After all that, I generally don't have to make my dogs do anything. I can get them to do what I need for the most part. I can discuss get vs. make some other time. I am not interested in fighting with my dogs, ever. Sometimes it does happen, but I try to figure out why it happens and what I can do better to help my dog out. This is starting to feeling like a tangent, I promise I'm bringing it home.
Focusing on Hank now for a minute. He's coming along pretty quickly. I work him 30 minutes per week. Yup I set a timer and he gets one work session of 15mins 2 times a week. Eventually this will change, but for right now, what he's doing and where he is at has been accomplished in that constraint. I work with what he gives me at his maturity level and with in the perimeters that he kind of throws out for the day. He's 16 mos old, sometimes his flanks are broken, sometimes his stops are broken, sometimes his brains fall out. I basically try to work on the issues that present themselves and I try not to yell or put a ton of pressure on him. Right now as long as he is not being mean to the sheep, I don't really harsh on him. If he's being an ass to the sheep I chew him out quite a bit. That is the one thing he is responsible for right now is treating the sheep nicely, I have a high bar and I hold him accountable for every time his screws it up. He's totally capable of moving my sheep with out diving in and biting them ;) I spent a lot of time not saying anything and just let the sheep show him how to do his job.
Finally, I do understand the role maturity and experience plays in becoming an Open dog. However I really want a dog that I can at least fantasize about putting in Open at the end of their 2nd Nursery year. I don't want to wait for a dog to be 5 or 6 before it is a reasonable dog on an Open course. I believe a dog should be just entering its prime at 6 and having potentially 2+ years of Open at that age under its belt is going to put it a head of the curve. Every dog is an individual and every trainer has a different set of skills.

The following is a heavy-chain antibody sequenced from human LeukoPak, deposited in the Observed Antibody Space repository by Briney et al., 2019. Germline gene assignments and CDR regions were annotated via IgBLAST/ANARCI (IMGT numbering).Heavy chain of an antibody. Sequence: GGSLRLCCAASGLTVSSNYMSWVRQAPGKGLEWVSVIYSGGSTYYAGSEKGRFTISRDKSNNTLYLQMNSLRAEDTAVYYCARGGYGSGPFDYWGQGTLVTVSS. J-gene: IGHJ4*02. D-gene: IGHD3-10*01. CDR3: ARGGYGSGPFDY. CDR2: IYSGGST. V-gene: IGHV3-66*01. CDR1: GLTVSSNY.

Hank was amazing today. He was nice and soft on his out work, he is beginning to kick out when checking his sheep rather than slice in. He is now hitching up as he comes around the top and is actually lifting the sheep instead of just scaring them. he finds the blance and I can leave him be.I can stop him at the top if I need to, but I leave him be as long as things are reasonable. He brings them right down the line at a brisk trot sometimes canter, but usually treats them kindly. He's about 80% on his flanks with no physical cue just verbal, started throwing out the whistles for all the cues. Hank has the lie down whistle, he'll hitch up on the first part so I have the makingings of a steady. I've been working a little on the driving. He is going to very easy to teach to drive as this is actually what he really wants to do rather than gather. I wont spent too much time with it right now as I want him to get really more interested in gathering. I have been admonishing him more frequently for blasting through the sheep and bitting. I'm also able to talk him out of it more and more, I can see it coming and usually saying his name sternly changes his thoughts. It mostly just puppy rashness and it is his resposne to mounting pressure so 50% of the time I keep him out of trouble entirely and 50% I let him think about making trouble and see how it goes. We have worked a lot with picking the sheep up off the fence and keeping his cool through the whole movement. He is much calmer going between the sheep and the fence. We will probably work on corners soon too as picking up off the fence and going into corners are the biggest flash points. He is almost ready for the learning to let the sheep escape and it is not the end of the world lesson. I need to feel better about our breaking system first.